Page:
Kulula.com (Photo credit: Steve Crane)
Virgin Airlines goes wireless
"Please turn off all electronic devices before departure." That's not the first time flyers have heard that line, but it may be the last. At 35,000 feet, six Virgin Atlantic passengers at a time will be able to send and receive phone calls and texts.
This month, Virgin Atlantic kept passengers buzzing when the airline announced that cell phones could be used on the airline's new Airbus A330-300 planes. Though Virgin won't charge its passengers for the service, cell phone users will be charged international roaming rates by their cell phone carriers. Because the service was designed to use satellite connection, (initially) only passengers using cell phone providers Vodafone, O2 and T-Mobile will obtain service. For some flyers, cell phone service may be the solution to delayed landing troubles, but others might find phone calls to be a nuisance in the small cabins.
While Virgin Atlantic has added cell phone usage to their services, Kulula has claimed the title of weirdest through it's comedy routine.
South African airline Kulula has made it their business to make passengers laugh. For starters, Kulula transformed their aircrafts sense of humor when they decided to hoist a "Flying 101" livery across the body of their newest aircraft model, Boeing 737-800. Their latest branding strategy doesn't stop there; the act includes an arrow-pointing instruction guide to different parts of the aircraft, such as "front door (our door is always open... unless we're at 41,000 feet)." If that doesn't make heads turn, flight attendants' comical one-liners are sure to leave you with a 'laughable' impression.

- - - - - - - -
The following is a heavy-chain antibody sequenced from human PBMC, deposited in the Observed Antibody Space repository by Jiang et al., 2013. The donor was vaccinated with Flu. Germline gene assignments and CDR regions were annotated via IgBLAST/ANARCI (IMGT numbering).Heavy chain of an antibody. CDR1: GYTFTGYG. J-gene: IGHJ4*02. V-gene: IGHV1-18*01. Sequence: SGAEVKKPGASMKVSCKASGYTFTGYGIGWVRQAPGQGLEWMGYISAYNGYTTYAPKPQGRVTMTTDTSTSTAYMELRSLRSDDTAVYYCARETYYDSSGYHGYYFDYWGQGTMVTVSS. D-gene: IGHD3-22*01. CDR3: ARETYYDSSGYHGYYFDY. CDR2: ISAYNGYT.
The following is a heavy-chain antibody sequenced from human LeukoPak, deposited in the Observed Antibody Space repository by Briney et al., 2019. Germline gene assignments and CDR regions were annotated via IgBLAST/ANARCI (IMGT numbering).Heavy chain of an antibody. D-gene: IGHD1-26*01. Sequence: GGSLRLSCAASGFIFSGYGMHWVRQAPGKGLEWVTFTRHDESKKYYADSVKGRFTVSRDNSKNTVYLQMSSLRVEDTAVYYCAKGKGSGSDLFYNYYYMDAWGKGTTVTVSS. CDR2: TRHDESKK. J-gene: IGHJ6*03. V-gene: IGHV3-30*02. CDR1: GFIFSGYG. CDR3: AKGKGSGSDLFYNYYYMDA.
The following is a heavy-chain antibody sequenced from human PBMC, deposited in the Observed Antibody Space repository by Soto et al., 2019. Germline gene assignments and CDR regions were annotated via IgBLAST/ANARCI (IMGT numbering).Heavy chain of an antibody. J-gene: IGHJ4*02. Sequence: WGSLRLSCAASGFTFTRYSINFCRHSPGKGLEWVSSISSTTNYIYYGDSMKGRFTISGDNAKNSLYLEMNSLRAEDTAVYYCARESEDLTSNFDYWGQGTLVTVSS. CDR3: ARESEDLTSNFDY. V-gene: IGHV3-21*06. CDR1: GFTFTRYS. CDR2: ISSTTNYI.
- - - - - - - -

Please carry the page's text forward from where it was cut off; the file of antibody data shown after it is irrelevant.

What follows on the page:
'Empty your wallets' Ryanair
Budget airlines Ryanair is notorious for its weird promotional materials and over-priced extras both on an off the plane.
Ryanair makes twenty percent of its revenue from sources other than ticket fares, which might explain the strict luggage and boarding regulations, not to mention their 'unique' services. The Advertising Standards Authority in Britain (ASA) recently banned Ryanair from the continued use of their all-too racy newspaper ads displaying flight attendants in lingerie. Onboard, Ryanair soon hopes to give passengers a run for their money as they offer porn on-demand through an in-flight entertainment application accessible from most handheld devices (be careful sitting next to those passengers). To top it all off, travelers who forget to print out their boarding pass before arriving at check-in can pay up to 90 euros.
Choose Your Seatmates by Facebook Profile on KLM
If you're wary of who you sit next to- screaming baby, obese man, worry no more, KLM Royal Dutch Airlines and Malaysia Air are now letting you choose your seatmates based on their facebook or linkedin profiles. The jury's still out as to whether "Meet & Seat" is exceptionally creepy or the next great dating site. Maybe you'll strike up a mile high love connection? Or forge the next great business deal?
What will they think of next?
By Andrea Gaggioni, Contributing Author